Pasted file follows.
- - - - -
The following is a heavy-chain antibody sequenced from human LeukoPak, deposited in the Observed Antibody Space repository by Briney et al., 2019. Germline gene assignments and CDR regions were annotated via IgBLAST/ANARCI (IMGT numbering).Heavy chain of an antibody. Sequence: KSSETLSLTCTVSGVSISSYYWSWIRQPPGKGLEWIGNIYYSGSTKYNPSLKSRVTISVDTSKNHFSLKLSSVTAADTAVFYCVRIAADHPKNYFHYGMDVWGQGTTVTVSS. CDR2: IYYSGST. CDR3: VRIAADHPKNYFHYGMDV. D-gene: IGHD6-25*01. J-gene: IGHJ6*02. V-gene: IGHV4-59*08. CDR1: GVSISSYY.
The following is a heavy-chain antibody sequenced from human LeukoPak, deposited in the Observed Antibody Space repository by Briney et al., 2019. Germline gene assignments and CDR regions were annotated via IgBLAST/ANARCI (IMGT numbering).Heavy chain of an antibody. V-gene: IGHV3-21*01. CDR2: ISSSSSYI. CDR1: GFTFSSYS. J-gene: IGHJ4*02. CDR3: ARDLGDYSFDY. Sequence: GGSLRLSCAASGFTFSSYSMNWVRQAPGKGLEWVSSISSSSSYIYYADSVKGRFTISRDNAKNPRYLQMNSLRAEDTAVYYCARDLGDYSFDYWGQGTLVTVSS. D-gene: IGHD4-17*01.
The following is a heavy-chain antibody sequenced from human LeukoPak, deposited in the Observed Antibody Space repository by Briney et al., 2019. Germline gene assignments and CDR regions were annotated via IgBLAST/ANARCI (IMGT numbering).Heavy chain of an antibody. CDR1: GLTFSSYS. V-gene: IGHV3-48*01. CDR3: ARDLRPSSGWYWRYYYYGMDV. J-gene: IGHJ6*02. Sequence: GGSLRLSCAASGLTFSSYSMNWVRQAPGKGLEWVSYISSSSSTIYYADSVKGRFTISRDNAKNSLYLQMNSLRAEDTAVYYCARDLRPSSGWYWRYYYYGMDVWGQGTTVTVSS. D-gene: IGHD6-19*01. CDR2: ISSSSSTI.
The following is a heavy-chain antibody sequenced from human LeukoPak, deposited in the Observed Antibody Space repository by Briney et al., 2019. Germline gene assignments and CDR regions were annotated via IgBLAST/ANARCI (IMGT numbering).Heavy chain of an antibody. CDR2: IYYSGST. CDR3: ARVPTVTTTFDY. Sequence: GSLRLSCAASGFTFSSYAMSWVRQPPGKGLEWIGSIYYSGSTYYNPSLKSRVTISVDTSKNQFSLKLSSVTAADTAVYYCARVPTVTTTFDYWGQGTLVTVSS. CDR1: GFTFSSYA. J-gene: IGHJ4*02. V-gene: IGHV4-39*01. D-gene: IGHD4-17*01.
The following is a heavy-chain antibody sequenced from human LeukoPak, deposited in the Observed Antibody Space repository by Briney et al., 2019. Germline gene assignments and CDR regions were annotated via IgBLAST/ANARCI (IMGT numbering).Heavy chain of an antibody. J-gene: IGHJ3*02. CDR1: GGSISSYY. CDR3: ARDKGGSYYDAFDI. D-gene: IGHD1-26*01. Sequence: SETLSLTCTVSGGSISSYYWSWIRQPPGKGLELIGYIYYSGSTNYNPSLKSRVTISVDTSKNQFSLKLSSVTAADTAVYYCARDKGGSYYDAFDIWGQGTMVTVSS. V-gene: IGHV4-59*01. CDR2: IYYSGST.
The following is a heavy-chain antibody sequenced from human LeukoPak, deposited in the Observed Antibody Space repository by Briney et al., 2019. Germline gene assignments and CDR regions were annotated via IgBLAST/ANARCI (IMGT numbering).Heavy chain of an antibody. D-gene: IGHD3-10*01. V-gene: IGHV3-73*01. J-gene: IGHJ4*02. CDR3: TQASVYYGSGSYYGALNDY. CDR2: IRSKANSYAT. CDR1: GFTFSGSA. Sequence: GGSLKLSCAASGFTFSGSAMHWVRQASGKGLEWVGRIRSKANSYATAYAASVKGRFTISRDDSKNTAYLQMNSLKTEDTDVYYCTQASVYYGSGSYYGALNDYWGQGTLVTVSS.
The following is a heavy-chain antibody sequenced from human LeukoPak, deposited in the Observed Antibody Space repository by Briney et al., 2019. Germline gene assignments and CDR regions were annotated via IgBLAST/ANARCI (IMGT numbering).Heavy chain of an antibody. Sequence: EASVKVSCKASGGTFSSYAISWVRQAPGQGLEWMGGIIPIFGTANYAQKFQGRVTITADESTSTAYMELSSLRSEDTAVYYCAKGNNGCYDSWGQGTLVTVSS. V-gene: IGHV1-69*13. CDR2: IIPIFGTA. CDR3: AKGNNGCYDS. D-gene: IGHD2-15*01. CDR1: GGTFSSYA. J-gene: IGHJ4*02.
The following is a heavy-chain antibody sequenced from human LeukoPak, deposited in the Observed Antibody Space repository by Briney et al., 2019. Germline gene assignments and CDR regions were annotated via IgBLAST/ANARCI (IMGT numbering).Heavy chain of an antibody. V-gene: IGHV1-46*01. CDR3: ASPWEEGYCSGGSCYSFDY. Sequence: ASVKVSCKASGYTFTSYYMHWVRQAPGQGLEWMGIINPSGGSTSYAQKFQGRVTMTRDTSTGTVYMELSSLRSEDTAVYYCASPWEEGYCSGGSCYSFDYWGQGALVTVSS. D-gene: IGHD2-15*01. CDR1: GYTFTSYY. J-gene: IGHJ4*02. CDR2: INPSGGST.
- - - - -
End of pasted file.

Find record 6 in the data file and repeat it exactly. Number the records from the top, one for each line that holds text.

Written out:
The following is a heavy-chain antibody sequenced from human LeukoPak, deposited in the Observed Antibody Space repository by Briney et al., 2019. Germline gene assignments and CDR regions were annotated via IgBLAST/ANARCI (IMGT numbering).Heavy chain of an antibody. D-gene: IGHD3-10*01. V-gene: IGHV3-73*01. J-gene: IGHJ4*02. CDR3: TQASVYYGSGSYYGALNDY. CDR2: IRSKANSYAT. CDR1: GFTFSGSA. Sequence: GGSLKLSCAASGFTFSGSAMHWVRQASGKGLEWVGRIRSKANSYATAYAASVKGRFTISRDDSKNTAYLQMNSLKTEDTDVYYCTQASVYYGSGSYYGALNDYWGQGTLVTVSS.